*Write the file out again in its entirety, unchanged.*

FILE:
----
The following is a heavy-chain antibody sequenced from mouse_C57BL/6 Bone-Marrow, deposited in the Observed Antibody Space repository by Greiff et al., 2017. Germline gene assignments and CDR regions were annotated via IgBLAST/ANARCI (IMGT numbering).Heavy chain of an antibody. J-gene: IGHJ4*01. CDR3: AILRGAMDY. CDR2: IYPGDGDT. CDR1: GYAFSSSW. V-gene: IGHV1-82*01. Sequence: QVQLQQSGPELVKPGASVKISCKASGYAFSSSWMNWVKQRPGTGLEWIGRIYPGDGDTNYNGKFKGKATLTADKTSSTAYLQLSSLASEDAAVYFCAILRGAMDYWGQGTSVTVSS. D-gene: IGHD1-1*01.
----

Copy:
The following is a heavy-chain antibody sequenced from mouse_C57BL/6 Bone-Marrow, deposited in the Observed Antibody Space repository by Greiff et al., 2017. Germline gene assignments and CDR regions were annotated via IgBLAST/ANARCI (IMGT numbering).Heavy chain of an antibody. J-gene: IGHJ4*01. CDR3: AILRGAMDY. CDR2: IYPGDGDT. CDR1: GYAFSSSW. V-gene: IGHV1-82*01. Sequence: QVQLQQSGPELVKPGASVKISCKASGYAFSSSWMNWVKQRPGTGLEWIGRIYPGDGDTNYNGKFKGKATLTADKTSSTAYLQLSSLASEDAAVYFCAILRGAMDYWGQGTSVTVSS. D-gene: IGHD1-1*01.